A Look Back at April 2016 (Castle Rock Climate Summary)

April 2016 finished as the second month in a row with below average temperatures and well above average snow. Continuing the trend we saw in March, we experienced swings of warm weather followed by a couple of large, cold, wet storm systems that allowed our snowfall to finish way above average!

Below is a recap of what I recorded at my weather station on the North side of the Meadows in Castle Rock. These are not official measurements so may differ what the NWS has recorded ( their measurements for Castle Rock come from Centennial Airport)

If you are at all curious about how January – March went so far this year, you can see that data at the link below. I post results of each month’s weather data after the last day of each month.

See also: January 2016 – March 2016 Castle Rock Climate Summary

Apr2016_cs_title_banner

apr2016_cs_datasheet

Summary

There were some concerns about our strong El Nino pattern breaking down too quickly through March and all but eliminating our chances for a wet spring. March and now April 2016 delivered in a big way for moisture in Colorado and much of it in snowfall. Normally we see higher than average temperatures in an El Nino spring accompanying the higher than average precipitation, but April 2016 was the second month in a row with below average temperatures and well above average snowfall.

Apr2016_hightempchart

First we look at the temperatures. I saw a lot of similarities between March and April 2016. The front half of the month started out relatively warm and quiet while the second half of the month saw much below average temperatures as a series of storm systems moved through.

This helped April 2016 finish 1.07 degrees below average when combining daytime and nighttime temperatures (daily mean)

As is often the case in El Nino spring months, it was very, very soggy! The colder temperatures (again this was unusual for an El Nino spring month) ensured that a large amount of the precipitation that fell came down as snow.

In fact, April 2016 finished way above average in terms of snowfall.

Apr2016_snowvsaveraget

April is our third snowiest month and one of the wettest months of the entire year. It is not uncommon to see Aprils with large amounts of snowfall. April 2016 finished a staggering 16.8 inches over the normal monthly average for snowfall! To say it was a snowy month is an understatement but surprisingly didn’t crack one of the top snowiest Aprils in history. This was a snowy April, but we have had much snowier April’s in the past!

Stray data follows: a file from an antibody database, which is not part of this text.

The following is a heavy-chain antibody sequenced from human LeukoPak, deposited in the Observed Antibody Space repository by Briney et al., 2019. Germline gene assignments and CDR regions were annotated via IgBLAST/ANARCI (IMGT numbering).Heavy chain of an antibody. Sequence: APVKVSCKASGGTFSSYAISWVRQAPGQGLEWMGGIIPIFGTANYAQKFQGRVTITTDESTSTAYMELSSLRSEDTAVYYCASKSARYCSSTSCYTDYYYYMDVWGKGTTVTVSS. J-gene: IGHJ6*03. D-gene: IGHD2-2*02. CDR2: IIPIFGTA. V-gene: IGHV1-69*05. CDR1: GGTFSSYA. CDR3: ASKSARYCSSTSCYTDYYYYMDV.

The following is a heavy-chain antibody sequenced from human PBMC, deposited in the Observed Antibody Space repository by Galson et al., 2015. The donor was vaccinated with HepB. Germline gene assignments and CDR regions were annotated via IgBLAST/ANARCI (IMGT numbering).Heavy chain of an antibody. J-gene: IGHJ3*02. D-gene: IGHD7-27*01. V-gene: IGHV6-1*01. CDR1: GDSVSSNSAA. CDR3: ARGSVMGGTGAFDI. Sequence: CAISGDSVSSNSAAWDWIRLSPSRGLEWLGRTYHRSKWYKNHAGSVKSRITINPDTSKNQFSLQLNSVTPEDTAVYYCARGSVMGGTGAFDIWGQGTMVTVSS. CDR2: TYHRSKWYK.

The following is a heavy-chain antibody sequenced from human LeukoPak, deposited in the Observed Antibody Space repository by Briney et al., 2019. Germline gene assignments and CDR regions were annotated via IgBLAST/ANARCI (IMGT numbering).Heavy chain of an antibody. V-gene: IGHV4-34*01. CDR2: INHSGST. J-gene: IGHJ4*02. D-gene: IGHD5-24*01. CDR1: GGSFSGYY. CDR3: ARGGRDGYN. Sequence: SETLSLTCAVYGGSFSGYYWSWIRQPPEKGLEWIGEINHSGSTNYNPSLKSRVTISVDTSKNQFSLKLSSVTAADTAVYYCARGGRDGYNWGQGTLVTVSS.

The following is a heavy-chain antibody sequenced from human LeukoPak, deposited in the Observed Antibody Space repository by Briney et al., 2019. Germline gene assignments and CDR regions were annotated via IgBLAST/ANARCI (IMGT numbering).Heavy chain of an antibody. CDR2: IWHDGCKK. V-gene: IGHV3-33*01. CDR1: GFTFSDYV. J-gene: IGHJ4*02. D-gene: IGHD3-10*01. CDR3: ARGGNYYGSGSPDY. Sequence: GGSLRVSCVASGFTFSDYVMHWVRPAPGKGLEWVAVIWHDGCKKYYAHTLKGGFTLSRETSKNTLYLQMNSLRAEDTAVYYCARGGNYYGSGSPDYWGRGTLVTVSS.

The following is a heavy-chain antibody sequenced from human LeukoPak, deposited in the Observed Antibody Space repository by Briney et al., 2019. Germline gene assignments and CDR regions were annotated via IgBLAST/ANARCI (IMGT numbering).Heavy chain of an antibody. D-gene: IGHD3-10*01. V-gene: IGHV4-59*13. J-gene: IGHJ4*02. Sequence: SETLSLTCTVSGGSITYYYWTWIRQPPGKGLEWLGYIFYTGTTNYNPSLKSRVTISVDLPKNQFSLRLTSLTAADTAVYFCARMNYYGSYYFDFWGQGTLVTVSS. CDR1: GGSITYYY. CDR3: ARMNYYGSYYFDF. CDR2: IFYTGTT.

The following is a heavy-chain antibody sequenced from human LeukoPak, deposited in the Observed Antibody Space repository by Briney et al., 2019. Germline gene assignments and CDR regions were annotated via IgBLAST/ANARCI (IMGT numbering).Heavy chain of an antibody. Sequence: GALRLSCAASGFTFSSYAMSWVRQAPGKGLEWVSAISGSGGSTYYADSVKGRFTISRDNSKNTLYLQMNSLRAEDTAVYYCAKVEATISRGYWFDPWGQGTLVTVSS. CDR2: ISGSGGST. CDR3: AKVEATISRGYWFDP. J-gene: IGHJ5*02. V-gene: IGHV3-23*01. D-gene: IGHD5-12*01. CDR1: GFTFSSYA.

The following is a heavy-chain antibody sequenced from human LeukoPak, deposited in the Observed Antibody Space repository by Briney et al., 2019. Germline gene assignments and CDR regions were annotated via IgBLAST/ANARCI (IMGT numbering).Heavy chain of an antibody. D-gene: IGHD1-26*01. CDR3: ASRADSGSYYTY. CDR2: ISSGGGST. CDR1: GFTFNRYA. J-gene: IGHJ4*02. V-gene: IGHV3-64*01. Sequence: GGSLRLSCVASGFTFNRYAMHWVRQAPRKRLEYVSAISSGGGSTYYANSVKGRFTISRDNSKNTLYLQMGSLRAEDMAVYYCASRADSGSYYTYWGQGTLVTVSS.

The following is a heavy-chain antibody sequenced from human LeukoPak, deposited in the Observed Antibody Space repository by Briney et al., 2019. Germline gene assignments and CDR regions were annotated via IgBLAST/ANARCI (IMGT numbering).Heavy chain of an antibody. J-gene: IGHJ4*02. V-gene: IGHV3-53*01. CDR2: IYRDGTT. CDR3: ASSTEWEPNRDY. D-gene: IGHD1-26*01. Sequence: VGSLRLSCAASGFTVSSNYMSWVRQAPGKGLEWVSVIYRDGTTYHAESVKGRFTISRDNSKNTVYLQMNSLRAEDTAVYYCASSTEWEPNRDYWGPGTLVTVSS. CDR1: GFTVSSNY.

As if we needed any more proof of how soggy April was, here’s a look at collected precipitation and days they were collected. You can see we saw big numbers in the second half of the month pretty consistently.

Apr2016_precip

Speaking of which, this year Castle Rock has seen a large amount of snow!

apr2016_cs_snowgraphic

The city is only one good storm or maybe 2 smaller storms from seeing the most snowfall recorded in a single season in history. The previous amount was set in the early 80’s (folks who’ve been here awhile will remember the infamous 1982-1983 season accompanied by the Christmas Blizzard of ’82!) I took a look at a lot of stations along the Palmer Divide and foothills and many locations are very close to breaking their snowfall record too. Will we make it? Time will tell!

May 2016 Outlook

The CPC predicts a better chance of cooler and wetter than average weather through the month of May.

cpc_temps_may2016

Given the “troughiness” of the weather pattern (lots of storms projected to move through, generally every week or week and half or so) I can definitely see this being the case. Although I would consider this unusual to what we normally see in May during an El Nino year. I took a quick look at the GFS going out a ways and saw that while we do get some decently warm days here and there, every week or so a big storm system moves through and cools things back down. I saw no indication of strong ridges building in the first half of May, meaning temps will most likely be at or below average the first part of the month.

cpc_precip_may2016

The precipitation outlooks coincides quite well with what we are predicting above. Troughs continually moving out of the West (either Northwest or Southwest) will most likely mean we see at least a few soggy, multi-day storm systems through the month of May.

In short, we expect temperatures in May 2016 to be at or below average and precipitation to be slightly above average overall.

John R. Braddock
Storm Chaser/ Amateur Meteorologist at Mountain Wave Weather
John R. Braddock is a NOAA/NWS Certified Storm Chaser and Amateur Meteorologist living in Castle Rock, Colorado. A graduate of Colorado State University with a Bachelor's in Computer Science and a Colorado native, he specializes in short range forecasting, severe weather and mountain weather dynamics.

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